However I know also that over-reliance on a diagnosis can be a dangerous strategy. Sometimes it can allow people to be defined by their diagnosis and to use it, as an excuse for all that is “wrong” with their lives. Essentially responsibility for themselves gets avoided and displaced. They can become resigned to their plight and use their diagnosis as an absolute barrier to growth. A diagnosis is not all that any person is; we are all so, so much more.
Despite the mixed blessing of diagnosis, however, we seem to have a voracious appetite to identify more and more mental health conditions, as exemplified by the growth in the DSM. Have we gone too far I wonder? If we continue to expand the list of recognised conditions, does diagnosis start to become meaningless?
The expansion of the DSM since its origin in 1952 has not gone unnoticed amongst the large pharmaceutical companies and they have responded in kind.
And could there be darker, unethical forces at work here? With more conditions, there can be an increased scope for treatment, including medication. The expansion of the DSM since its origin in 1952 has not gone unnoticed amongst the large pharmaceutical companies and they have responded in kind. Or dare I suggest, that maybe the power play is the other way round. How free from conflicts are the authors of the DSM (being the American Psychiatric Association) from being influenced by the financial incentives on offer by these large Pharmaceutical companies? Who is really calling the shots here?
The British Psychological Society described the ever-expanding DSM as shrinking the pool of people who may be considered normal in society “to the size of a puddle”
The British Psychological Society described the ever-expanding DSM as shrinking the pool of people who may be considered normal in society “to the size of a puddle”. It seems the growth in mental health diagnoses may have shrunk normality. Just dealing with the every day trials and tribulations of life, the struggle of what it is to be human, seems to be under threat from those in mental health wishing to label and categorize. A perfect example of this is how the exclusion of bereavement from diagnosed depression was removed in DSM 5. This move, essentially naming grief as a mental illness, has understandably proved controversial.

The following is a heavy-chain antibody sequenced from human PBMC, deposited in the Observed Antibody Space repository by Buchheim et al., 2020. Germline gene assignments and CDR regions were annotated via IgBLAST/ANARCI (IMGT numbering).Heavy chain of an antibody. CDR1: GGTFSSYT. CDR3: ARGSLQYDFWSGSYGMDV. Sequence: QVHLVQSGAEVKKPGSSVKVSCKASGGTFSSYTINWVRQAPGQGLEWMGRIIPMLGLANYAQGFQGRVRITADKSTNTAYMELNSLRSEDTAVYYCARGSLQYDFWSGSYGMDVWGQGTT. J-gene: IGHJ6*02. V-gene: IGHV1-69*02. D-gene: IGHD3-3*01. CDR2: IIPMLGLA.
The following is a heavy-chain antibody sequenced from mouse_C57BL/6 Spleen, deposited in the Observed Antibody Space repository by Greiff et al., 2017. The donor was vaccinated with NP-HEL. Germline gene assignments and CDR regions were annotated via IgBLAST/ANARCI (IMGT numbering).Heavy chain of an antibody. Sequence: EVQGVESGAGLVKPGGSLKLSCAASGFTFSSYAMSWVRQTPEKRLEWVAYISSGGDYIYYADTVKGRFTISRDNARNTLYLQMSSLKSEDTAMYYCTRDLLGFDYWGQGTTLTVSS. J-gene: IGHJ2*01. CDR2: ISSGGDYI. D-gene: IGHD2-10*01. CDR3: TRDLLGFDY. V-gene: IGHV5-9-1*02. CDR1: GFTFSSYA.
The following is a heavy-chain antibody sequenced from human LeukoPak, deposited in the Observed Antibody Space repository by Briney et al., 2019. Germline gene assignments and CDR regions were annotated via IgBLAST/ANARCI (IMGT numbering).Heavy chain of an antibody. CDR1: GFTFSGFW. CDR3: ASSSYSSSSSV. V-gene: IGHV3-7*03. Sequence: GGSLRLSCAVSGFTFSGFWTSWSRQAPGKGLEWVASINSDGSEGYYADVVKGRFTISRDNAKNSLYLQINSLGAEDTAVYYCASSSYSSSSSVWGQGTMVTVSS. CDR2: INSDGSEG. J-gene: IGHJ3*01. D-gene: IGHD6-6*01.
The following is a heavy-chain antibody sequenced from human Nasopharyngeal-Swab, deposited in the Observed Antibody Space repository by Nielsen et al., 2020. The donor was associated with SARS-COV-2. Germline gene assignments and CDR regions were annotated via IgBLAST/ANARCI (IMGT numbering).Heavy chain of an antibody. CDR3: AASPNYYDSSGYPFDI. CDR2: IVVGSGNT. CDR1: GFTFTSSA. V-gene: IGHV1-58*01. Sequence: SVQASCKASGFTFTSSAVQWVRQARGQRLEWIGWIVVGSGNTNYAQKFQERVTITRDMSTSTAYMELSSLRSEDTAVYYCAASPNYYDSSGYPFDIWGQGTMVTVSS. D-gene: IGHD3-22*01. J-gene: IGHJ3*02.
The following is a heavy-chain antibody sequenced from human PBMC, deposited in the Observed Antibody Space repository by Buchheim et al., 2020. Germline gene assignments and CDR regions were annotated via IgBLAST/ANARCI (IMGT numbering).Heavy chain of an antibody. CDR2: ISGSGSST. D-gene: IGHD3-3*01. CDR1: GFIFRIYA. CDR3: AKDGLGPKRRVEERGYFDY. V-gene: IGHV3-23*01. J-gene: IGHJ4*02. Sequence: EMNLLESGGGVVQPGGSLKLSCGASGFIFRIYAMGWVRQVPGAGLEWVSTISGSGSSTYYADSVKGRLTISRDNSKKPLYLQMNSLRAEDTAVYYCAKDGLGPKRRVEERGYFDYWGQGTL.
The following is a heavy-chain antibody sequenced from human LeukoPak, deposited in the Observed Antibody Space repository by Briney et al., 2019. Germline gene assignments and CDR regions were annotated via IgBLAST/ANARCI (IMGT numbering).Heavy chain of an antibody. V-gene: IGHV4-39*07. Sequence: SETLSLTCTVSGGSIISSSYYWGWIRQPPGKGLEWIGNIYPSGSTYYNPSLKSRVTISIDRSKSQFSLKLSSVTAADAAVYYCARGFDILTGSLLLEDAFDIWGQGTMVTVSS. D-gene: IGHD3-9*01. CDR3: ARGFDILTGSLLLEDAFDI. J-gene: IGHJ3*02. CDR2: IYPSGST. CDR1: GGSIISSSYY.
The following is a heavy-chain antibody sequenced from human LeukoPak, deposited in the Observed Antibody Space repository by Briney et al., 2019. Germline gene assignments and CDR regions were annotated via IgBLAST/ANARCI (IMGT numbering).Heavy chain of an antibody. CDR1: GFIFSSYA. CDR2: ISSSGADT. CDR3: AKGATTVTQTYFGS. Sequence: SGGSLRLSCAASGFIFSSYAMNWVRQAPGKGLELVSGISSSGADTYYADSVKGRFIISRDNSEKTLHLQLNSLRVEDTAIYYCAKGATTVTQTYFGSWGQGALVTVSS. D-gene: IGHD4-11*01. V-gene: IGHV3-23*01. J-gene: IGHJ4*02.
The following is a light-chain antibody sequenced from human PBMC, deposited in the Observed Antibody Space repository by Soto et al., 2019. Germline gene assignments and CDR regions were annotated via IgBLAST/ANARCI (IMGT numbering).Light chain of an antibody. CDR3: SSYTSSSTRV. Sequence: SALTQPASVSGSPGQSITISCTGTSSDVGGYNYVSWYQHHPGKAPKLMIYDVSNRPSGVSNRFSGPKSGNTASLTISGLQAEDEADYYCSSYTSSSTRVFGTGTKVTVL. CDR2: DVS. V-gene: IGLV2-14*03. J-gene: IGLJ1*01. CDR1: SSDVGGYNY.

Normality might not only have been shrunk but also pathologised. In a sense mental illness could become the new norm. This was one of the main arguments put forward by James Davies in his book Cracked- Why Psychiatry is doing more harm than good. Davies describes the DSM as a “great work of fiction” and explains that in his opinion more and more people are being wrongly medicalised. Davies suggests that we have reclassified the normal as abnormal and at the heart of this delusion lies the DSM. Davies’ work raises some important questions regarding how we as a society wish to view and define mental health, and at present how this major area is being left in the hands of the authors of the DSM.
It seems to me that we are at a crossroads when it comes to mental health conditions. If we continue down the widening DSM road, we may all soon carry a diagnosis or two. However, now the debate is conscious, we have a choice to take a different route. To reexamine how we view mental health more generally and how we can create a diagnostic approach, which serves the best interest of the patient and society at large. So my advice, for what it’s worth, to the authors of the next DSM is to put down your pens and embrace the age-old adage ‘less is more’.